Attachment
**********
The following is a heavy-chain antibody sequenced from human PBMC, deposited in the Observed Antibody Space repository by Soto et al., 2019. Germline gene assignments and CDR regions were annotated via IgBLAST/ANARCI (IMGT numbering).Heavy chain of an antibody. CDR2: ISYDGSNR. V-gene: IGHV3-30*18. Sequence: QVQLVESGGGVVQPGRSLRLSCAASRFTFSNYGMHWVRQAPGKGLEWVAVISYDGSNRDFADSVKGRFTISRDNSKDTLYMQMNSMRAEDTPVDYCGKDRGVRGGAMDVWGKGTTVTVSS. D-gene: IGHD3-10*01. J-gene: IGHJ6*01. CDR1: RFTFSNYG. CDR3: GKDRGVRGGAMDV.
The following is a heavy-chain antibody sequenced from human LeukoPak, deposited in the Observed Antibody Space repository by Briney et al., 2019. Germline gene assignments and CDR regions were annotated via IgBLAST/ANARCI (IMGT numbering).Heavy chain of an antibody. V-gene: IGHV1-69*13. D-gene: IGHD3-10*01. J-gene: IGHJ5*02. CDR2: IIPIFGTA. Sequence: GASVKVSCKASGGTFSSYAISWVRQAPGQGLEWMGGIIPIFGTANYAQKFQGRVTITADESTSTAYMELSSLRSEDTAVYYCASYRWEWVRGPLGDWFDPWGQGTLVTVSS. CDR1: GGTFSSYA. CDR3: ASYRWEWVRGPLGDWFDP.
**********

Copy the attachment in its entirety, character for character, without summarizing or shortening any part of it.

The following is a heavy-chain antibody sequenced from human PBMC, deposited in the Observed Antibody Space repository by Soto et al., 2019. Germline gene assignments and CDR regions were annotated via IgBLAST/ANARCI (IMGT numbering).Heavy chain of an antibody. CDR2: ISYDGSNR. V-gene: IGHV3-30*18. Sequence: QVQLVESGGGVVQPGRSLRLSCAASRFTFSNYGMHWVRQAPGKGLEWVAVISYDGSNRDFADSVKGRFTISRDNSKDTLYMQMNSMRAEDTPVDYCGKDRGVRGGAMDVWGKGTTVTVSS. D-gene: IGHD3-10*01. J-gene: IGHJ6*01. CDR1: RFTFSNYG. CDR3: GKDRGVRGGAMDV.
The following is a heavy-chain antibody sequenced from human LeukoPak, deposited in the Observed Antibody Space repository by Briney et al., 2019. Germline gene assignments and CDR regions were annotated via IgBLAST/ANARCI (IMGT numbering).Heavy chain of an antibody. V-gene: IGHV1-69*13. D-gene: IGHD3-10*01. J-gene: IGHJ5*02. CDR2: IIPIFGTA. Sequence: GASVKVSCKASGGTFSSYAISWVRQAPGQGLEWMGGIIPIFGTANYAQKFQGRVTITADESTSTAYMELSSLRSEDTAVYYCASYRWEWVRGPLGDWFDPWGQGTLVTVSS. CDR1: GGTFSSYA. CDR3: ASYRWEWVRGPLGDWFDP.